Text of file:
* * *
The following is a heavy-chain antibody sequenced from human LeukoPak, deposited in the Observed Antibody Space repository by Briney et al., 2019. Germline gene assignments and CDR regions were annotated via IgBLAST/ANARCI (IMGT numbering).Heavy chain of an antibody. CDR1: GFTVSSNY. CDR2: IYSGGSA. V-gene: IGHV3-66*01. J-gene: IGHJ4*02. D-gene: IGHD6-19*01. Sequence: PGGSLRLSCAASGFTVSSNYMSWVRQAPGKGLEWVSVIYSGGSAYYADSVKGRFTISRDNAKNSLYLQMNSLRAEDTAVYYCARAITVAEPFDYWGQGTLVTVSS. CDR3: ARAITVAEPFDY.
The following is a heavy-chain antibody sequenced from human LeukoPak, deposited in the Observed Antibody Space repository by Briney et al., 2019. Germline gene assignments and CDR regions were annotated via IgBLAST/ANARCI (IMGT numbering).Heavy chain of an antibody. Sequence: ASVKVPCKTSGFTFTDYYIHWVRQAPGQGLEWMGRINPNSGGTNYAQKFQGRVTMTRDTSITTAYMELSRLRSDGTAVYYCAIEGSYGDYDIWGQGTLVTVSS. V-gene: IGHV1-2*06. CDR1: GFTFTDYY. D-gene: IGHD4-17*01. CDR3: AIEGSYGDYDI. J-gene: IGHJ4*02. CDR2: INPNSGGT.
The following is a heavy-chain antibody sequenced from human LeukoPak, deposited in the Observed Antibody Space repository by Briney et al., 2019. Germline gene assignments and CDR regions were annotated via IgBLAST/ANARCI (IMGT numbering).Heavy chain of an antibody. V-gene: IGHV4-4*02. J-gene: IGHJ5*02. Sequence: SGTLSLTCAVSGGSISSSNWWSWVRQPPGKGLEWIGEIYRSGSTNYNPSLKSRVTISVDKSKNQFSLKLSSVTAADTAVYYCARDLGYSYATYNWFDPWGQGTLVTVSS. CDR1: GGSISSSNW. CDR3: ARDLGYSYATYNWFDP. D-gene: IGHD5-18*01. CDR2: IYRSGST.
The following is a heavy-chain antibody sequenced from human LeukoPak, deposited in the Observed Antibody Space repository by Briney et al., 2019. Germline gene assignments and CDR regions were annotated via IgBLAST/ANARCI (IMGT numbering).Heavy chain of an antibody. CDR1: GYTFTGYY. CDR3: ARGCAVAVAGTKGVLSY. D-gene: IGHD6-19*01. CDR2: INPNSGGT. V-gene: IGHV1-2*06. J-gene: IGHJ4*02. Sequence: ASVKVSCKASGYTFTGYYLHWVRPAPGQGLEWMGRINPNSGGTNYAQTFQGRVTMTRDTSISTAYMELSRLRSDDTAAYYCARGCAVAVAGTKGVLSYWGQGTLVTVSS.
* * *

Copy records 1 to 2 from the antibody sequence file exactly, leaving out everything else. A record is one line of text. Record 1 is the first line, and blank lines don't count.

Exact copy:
The following is a heavy-chain antibody sequenced from human LeukoPak, deposited in the Observed Antibody Space repository by Briney et al., 2019. Germline gene assignments and CDR regions were annotated via IgBLAST/ANARCI (IMGT numbering).Heavy chain of an antibody. CDR1: GFTVSSNY. CDR2: IYSGGSA. V-gene: IGHV3-66*01. J-gene: IGHJ4*02. D-gene: IGHD6-19*01. Sequence: PGGSLRLSCAASGFTVSSNYMSWVRQAPGKGLEWVSVIYSGGSAYYADSVKGRFTISRDNAKNSLYLQMNSLRAEDTAVYYCARAITVAEPFDYWGQGTLVTVSS. CDR3: ARAITVAEPFDY.
The following is a heavy-chain antibody sequenced from human LeukoPak, deposited in the Observed Antibody Space repository by Briney et al., 2019. Germline gene assignments and CDR regions were annotated via IgBLAST/ANARCI (IMGT numbering).Heavy chain of an antibody. Sequence: ASVKVPCKTSGFTFTDYYIHWVRQAPGQGLEWMGRINPNSGGTNYAQKFQGRVTMTRDTSITTAYMELSRLRSDGTAVYYCAIEGSYGDYDIWGQGTLVTVSS. V-gene: IGHV1-2*06. CDR1: GFTFTDYY. D-gene: IGHD4-17*01. CDR3: AIEGSYGDYDI. J-gene: IGHJ4*02. CDR2: INPNSGGT.